NEW YORK (CBSNewYork) – Ten years ago, a victim of the World Trade Center attacks survived against nearly impossible odds and shared her harrowing, and inspiring, story with us.
For the landmark 20th commemoration, she spoke with Kristine Johnson once again.READ MORE: First Alert Forecast: Saturday Snowstorm Could Mean More Than A Foot For Long Island, Up To 6 Inches In NYC
Johnson spoke with Lauren Manning to see how she is doing now.
Johnson met Manning on the Memorial Plaza.
“How does it feel to be here?” Johnson asked.
“At once feels wrapped in an enormous number of memories both tragic and sad, but in so many ways hopeful. Just to see the World Trade Center rebuilt and this beautiful plaza and remembrance to all of those who are gone. So it’s a mixed feeling,” Manning said.
They first spoke a decade ago. Manning’s book, Unmeasured Strength, then just published, recalled her experience as a victim, and survivor, of the attacks on the World Trade Center.
“The entire 110 story tower is trembling. I see people lying on the floor covered in flames. Like them, I am on fire,” Manning wrote.
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In her own words, in incredible detail, she recalls that terrifying event that changed her life forever.
“The memories I have of the beauty of that morning, as so many of us do, and where I was, and what I was doing, was certainly hyper clear. And it was that clarity that in many ways, I think, helped me make the decision that decision to live,” Manning said.
Manning, on her way to work for Cantor Fitzgerald, was doused with jet fuel and on fire, running from the lobby of the North Tower. Her devastating injuries meant months in the hospital and countless surgeries. Even now, her healing is ongoing.READ MORE: Remembering Officer Rivera: Wake Today For 22-Year-Old Killed In Line Of Duty In Harlem
“I, I live in an ongoing state of pain. At times it’s more severe than others, the fragility of my skin,” Manning said. “The infections, the amputations, the lung collapses. I should have been gone long ago, but since then it has been just a struggle with plateaus that have been reached, and fortunately we don’t always stay on the top as long as we hope for,” Manning said.
Manning says she fought then, as she does today, for her children – her oldest son now in college. She adds she is not the only one who bears scars from this attack.
“Both of my children have certainly been impacted, from what they call an intergenerational traumatic perspective, and they’ve both suffered a latent PTSD. It is very difficult. When you both have the blessing of your mother. I am here, and that certainly is the biggest grace for them, although not many days, as they remind me. But it’s also the moment where they have to look at a body that is full of scars, full of the wounds of a war that they cannot quite imagine I ever could have survived,” Manning said.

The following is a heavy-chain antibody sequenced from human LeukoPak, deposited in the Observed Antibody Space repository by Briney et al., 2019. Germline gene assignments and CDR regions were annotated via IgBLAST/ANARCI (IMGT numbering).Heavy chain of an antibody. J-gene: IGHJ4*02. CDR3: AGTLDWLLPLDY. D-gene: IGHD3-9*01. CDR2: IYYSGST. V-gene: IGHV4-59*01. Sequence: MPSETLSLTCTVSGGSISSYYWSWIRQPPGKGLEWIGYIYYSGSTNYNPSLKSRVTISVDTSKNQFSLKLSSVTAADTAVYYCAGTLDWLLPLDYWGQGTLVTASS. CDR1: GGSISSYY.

She says there is still an emotional burden in the heaviness of these days, 20 years later.
“You have to prepare yourself emotionally as the dates get closer and closer?” Johnson asked.
“Yes, I think this year in particular, I’ve been preparing myself since the new year, that we were coming up on this landmark anniversary,” Manniing said. “And it’s, you kind of got to batten down the hatches, because the onslaught, and the wrongness of it all.”
She says hearing the names of friends and colleagues lost adds to the raw sadness of the occasion, but says it’s vital.
“Without this remembrance, it is too easy to forget the enormity and the tragedy, the impact not only on the immediate families, but now their children, and their children, their children’s children, and the world at large. Humanity is an imperfect race in all ways, but we do not continue to remain vigilant in support of each other,” Manning said.
It’s that support she says, that is a cornerstone for strength, her strength. Manning says it’s critical that we believe in ourselves, and in others to move forward.
“Precisely why the memorial is so important, and the names of those who are dead or recognized every year, is because it is an affirmation. It is the mortar that continues to cement together, a continuous building and rebuilding of who we are, both as a society, as a country,” Manning said.
And, most importantly, she says, there is also a grace, however fragile, in this day.MORE NEWS: Biden Says He'll Name A Black Woman As Supreme Court Pick By End Of February
“I went from being a cripple body with him, that I could not bend into a fist. And over time, I was finally able to create a fist, and in this is my unmeasured strength and the power we really all have to persevere. We believe everyone has that ability,” Manning said. “So truly, every day, as we approach the anniversary. I kind of consider it my second birthday. It’s just a rebirth of gladness and of joy.”